A key understanding of teaching social studies is that the world around us is constantly changing. This change is impactful and affects us all depending on where we live. Because the world is changing, education will need to change as well. Gone are the days where teachers primarily stood in front of the room and told students exactly what they should know: no thinking needed. We are living in a world that requires students to be able to interact with all types of information and people at a moment’s notice. Teachers are going to have to shift the way in which they teach to include methods that create relevance and maintain student engagement.
What is culturally responsive teaching?
In his article, 7 Culturally Responsive Teaching Strategies and Instructional Practices, Dr. Tyrone C. Howard provides teachers with seven strategies to help them create a classroom environment that is conducive to culturally responsive teaching.
Some teachers have begun to shift their instructional pedagogy to include culturally responsive teaching practices as a means to engage and prepare students for thinking in the twenty-first century classroom. Social studies has always been the discipline in which we taught and stressed to students the value of understanding culture. This is exactly what culturally responsive teaching does!
Culturally responsive teaching encompasses those moments when a teacher uses the experiences, characteristics, and customs (i.e. culture of their students) to build and design learning experiences. The goal is for students to “see” themselves in the classroom. Culturally responsive teaching requires a teacher to “know” their students, including their background and experiences. It also requires a teacher to be aware of themselves in regards to race, biases, and prejudices. Since we use our own perspective to view the culture we are surrounded by and introduced to through our interactions with students, teachers who are interested in using this practice should truly start with self reflection on what biases and prejudices they may have that could be getting in the way of student learning.
Making culturally responsive teaching personal
I can definitely cite my own personal example of what this means. I grew up in a small, middle-class community in east Texas. The majority of the parents spent a lot of time working, and really focused on what they could do to impact their student’s educational experiences. I walked into my first year of teaching with the misconception that parents of minority students in my community did not have time to “care” about what their students were expected to do at school. Through ongoing interactions and conversations with both parents and students, I realized that my parents really did care and that I needed to find intentional ways to include them in the process (i.e. poll questions on the best amendment in the Bill or Rights or family discussion prompts that gave the parents to opportunity to discuss their experiences in history class with their child).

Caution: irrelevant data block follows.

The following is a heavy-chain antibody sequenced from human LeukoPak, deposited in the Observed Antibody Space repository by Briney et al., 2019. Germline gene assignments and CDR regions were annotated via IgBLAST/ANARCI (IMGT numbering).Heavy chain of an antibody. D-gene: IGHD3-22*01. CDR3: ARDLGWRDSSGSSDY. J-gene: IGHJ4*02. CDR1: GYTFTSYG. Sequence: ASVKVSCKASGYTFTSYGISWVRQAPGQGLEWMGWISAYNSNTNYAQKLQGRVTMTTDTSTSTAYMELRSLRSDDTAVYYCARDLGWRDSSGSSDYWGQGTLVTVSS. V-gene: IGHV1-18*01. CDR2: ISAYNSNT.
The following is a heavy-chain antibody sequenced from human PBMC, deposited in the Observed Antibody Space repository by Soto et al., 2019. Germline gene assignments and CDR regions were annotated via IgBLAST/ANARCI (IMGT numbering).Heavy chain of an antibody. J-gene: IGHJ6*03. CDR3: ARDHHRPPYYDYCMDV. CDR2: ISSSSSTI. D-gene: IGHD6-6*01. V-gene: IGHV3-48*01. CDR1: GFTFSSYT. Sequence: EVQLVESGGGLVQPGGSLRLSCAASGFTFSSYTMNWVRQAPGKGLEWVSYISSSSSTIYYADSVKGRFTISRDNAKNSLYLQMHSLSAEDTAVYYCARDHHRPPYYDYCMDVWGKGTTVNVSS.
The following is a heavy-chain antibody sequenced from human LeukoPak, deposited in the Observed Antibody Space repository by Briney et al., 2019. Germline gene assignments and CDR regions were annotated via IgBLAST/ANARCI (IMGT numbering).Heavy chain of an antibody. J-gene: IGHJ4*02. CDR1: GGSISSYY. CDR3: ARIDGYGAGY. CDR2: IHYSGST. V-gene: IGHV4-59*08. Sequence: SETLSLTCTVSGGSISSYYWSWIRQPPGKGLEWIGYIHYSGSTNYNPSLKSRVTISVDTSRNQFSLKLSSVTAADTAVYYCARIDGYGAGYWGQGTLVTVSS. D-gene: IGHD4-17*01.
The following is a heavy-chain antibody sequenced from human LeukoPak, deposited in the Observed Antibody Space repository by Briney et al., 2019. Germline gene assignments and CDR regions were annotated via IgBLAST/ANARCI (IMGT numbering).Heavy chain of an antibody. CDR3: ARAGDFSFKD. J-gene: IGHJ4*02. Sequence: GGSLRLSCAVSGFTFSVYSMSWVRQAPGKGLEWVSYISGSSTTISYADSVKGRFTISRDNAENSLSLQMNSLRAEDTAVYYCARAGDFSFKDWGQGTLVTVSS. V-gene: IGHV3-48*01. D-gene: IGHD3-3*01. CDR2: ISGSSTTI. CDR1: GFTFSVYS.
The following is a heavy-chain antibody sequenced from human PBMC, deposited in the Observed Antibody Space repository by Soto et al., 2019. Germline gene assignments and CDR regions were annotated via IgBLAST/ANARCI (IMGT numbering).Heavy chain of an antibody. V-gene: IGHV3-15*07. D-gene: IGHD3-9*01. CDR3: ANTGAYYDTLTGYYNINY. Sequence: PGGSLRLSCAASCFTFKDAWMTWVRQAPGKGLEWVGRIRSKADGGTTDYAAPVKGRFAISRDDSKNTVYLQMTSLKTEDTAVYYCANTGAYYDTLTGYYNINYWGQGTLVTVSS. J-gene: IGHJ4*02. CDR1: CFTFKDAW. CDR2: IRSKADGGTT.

In my own experience with teaching, the next step was to find times and ways to interact and get to know my students on a deeper level. I consistently used interest surveys and get-to-know-you questionnaires, but the best method was inviting my students to join me for monthly dinner at a restaurant of their choice. We would talk about everything! Food, music, clothes, their home lives, and problems they were facing. I was then able to use these experiences to connect ideas and classroom content that was relevant for them. They loved rap music and I loved Drake, so they had an assignment of creating a history rap to help them remember the important dates using the instrumentals of one of Drake’s album hits. Their issues and concerns about the 2016 presidential election became the criteria we used to evaluate the effectiveness of the first five United States presidents. Bringing student’s culture into my classroom created an environment that made me and my students excited to learn and interact with each other. It made me realize that students truly have to see themselves as a part of the classroom in order to invest in the learning.
These culturally responsive strategies are simple for teachers who want to ease into this type of instruction. No matter where you are in the process, if you fundamentally believe that all students can learn and that they in turn will enrich your classroom experience, then you are at a good starting place!
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Shronda L Fletcher is a K-12 Social Studies Curriculum Coordinator and former social studies teacher in Texas. She has been in education for the past 17 years. Shronda truly believes in the power of social studies education and strives to be an active advocate and educator.